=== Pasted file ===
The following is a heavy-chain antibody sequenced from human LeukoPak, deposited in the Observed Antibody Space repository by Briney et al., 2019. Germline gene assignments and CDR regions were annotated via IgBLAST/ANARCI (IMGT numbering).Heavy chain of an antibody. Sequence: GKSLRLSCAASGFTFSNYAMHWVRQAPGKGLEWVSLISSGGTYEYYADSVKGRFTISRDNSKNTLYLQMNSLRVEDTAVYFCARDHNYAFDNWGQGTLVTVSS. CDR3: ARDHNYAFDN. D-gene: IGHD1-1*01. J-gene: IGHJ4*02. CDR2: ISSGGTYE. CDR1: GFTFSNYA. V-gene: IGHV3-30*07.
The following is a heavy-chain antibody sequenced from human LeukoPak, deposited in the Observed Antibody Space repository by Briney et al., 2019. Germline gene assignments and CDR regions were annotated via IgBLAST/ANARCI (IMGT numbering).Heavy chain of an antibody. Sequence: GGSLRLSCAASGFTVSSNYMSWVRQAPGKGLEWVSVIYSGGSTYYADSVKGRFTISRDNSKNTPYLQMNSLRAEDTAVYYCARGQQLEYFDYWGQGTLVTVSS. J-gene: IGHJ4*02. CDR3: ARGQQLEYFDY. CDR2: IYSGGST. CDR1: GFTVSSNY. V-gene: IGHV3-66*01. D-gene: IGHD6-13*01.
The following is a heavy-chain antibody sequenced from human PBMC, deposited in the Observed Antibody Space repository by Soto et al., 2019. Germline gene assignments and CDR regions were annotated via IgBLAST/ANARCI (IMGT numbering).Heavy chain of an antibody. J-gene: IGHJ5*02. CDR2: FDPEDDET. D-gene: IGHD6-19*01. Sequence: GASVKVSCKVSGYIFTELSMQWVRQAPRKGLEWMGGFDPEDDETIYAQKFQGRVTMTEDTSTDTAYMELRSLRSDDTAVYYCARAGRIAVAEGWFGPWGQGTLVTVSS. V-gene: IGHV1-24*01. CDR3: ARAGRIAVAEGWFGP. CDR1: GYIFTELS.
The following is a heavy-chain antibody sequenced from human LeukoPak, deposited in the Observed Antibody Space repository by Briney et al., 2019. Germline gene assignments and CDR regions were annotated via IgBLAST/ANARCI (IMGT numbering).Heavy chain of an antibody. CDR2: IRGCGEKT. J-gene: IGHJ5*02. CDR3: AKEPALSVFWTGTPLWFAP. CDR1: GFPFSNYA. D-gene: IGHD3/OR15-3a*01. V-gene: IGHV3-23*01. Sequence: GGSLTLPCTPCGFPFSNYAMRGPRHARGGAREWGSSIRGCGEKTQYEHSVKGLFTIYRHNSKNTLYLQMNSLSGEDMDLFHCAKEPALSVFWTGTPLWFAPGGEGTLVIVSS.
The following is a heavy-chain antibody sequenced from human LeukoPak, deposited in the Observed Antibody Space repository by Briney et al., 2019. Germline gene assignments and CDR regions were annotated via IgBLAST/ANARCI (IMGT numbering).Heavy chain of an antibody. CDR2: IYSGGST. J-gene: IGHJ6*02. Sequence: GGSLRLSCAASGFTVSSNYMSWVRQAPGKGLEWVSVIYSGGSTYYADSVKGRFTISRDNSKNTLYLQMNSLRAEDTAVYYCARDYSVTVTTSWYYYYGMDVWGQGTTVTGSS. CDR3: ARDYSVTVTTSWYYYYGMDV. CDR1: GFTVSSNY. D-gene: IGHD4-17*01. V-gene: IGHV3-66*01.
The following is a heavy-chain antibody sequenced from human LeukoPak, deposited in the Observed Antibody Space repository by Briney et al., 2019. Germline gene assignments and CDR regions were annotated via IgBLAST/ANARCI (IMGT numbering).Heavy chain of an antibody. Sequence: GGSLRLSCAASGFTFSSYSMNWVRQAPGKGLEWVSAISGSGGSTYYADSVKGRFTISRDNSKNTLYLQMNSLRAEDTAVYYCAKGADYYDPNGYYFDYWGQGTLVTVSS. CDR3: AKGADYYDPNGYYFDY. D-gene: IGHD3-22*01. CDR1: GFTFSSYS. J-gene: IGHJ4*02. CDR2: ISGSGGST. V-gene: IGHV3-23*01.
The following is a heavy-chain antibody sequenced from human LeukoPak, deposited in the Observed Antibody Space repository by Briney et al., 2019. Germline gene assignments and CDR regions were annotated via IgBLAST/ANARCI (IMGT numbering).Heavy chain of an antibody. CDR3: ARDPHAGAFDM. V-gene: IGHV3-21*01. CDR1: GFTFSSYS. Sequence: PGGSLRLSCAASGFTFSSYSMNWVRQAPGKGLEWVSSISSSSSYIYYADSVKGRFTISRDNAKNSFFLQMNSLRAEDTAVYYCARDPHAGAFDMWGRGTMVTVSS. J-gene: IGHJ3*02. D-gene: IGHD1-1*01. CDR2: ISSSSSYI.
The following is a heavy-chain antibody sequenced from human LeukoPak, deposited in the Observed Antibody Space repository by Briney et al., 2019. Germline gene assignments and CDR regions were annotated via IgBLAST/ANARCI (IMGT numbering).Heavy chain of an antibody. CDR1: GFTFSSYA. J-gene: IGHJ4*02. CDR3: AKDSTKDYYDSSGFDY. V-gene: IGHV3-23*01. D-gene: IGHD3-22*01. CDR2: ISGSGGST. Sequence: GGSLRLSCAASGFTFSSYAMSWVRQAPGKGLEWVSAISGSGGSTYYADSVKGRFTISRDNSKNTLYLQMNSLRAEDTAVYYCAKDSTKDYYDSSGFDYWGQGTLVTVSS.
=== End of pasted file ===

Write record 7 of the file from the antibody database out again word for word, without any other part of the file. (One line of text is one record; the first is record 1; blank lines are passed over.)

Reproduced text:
The following is a heavy-chain antibody sequenced from human LeukoPak, deposited in the Observed Antibody Space repository by Briney et al., 2019. Germline gene assignments and CDR regions were annotated via IgBLAST/ANARCI (IMGT numbering).Heavy chain of an antibody. CDR3: ARDPHAGAFDM. V-gene: IGHV3-21*01. CDR1: GFTFSSYS. Sequence: PGGSLRLSCAASGFTFSSYSMNWVRQAPGKGLEWVSSISSSSSYIYYADSVKGRFTISRDNAKNSFFLQMNSLRAEDTAVYYCARDPHAGAFDMWGRGTMVTVSS. J-gene: IGHJ3*02. D-gene: IGHD1-1*01. CDR2: ISSSSSYI.